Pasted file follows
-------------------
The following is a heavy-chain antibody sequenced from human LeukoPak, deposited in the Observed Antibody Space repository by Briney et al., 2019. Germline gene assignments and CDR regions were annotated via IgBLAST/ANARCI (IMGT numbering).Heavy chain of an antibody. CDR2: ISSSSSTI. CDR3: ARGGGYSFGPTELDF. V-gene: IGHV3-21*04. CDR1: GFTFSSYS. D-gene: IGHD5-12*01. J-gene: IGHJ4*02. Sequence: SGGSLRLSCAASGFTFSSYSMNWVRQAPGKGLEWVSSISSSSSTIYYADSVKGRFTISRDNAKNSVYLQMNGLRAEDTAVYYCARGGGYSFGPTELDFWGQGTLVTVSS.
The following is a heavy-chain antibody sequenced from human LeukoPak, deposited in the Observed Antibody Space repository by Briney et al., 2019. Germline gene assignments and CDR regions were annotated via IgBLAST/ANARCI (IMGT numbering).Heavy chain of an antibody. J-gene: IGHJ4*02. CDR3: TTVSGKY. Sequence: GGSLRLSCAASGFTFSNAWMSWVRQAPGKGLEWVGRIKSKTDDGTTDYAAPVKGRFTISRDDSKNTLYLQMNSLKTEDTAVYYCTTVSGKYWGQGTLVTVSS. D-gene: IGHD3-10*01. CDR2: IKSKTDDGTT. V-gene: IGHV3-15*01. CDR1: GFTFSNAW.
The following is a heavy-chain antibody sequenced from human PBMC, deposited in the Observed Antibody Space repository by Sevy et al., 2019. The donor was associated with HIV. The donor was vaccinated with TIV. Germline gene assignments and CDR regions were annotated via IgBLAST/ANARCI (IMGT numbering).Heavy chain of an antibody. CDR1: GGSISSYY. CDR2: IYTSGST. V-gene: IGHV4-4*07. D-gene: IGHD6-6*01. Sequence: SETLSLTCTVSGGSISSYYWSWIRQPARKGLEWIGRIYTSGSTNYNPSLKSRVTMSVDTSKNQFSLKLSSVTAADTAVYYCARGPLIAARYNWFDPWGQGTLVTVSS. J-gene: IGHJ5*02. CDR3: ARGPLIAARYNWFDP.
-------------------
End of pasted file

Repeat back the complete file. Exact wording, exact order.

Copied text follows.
The following is a heavy-chain antibody sequenced from human LeukoPak, deposited in the Observed Antibody Space repository by Briney et al., 2019. Germline gene assignments and CDR regions were annotated via IgBLAST/ANARCI (IMGT numbering).Heavy chain of an antibody. CDR2: ISSSSSTI. CDR3: ARGGGYSFGPTELDF. V-gene: IGHV3-21*04. CDR1: GFTFSSYS. D-gene: IGHD5-12*01. J-gene: IGHJ4*02. Sequence: SGGSLRLSCAASGFTFSSYSMNWVRQAPGKGLEWVSSISSSSSTIYYADSVKGRFTISRDNAKNSVYLQMNGLRAEDTAVYYCARGGGYSFGPTELDFWGQGTLVTVSS.
The following is a heavy-chain antibody sequenced from human LeukoPak, deposited in the Observed Antibody Space repository by Briney et al., 2019. Germline gene assignments and CDR regions were annotated via IgBLAST/ANARCI (IMGT numbering).Heavy chain of an antibody. J-gene: IGHJ4*02. CDR3: TTVSGKY. Sequence: GGSLRLSCAASGFTFSNAWMSWVRQAPGKGLEWVGRIKSKTDDGTTDYAAPVKGRFTISRDDSKNTLYLQMNSLKTEDTAVYYCTTVSGKYWGQGTLVTVSS. D-gene: IGHD3-10*01. CDR2: IKSKTDDGTT. V-gene: IGHV3-15*01. CDR1: GFTFSNAW.
The following is a heavy-chain antibody sequenced from human PBMC, deposited in the Observed Antibody Space repository by Sevy et al., 2019. The donor was associated with HIV. The donor was vaccinated with TIV. Germline gene assignments and CDR regions were annotated via IgBLAST/ANARCI (IMGT numbering).Heavy chain of an antibody. CDR1: GGSISSYY. CDR2: IYTSGST. V-gene: IGHV4-4*07. D-gene: IGHD6-6*01. Sequence: SETLSLTCTVSGGSISSYYWSWIRQPARKGLEWIGRIYTSGSTNYNPSLKSRVTMSVDTSKNQFSLKLSSVTAADTAVYYCARGPLIAARYNWFDPWGQGTLVTVSS. J-gene: IGHJ5*02. CDR3: ARGPLIAARYNWFDP.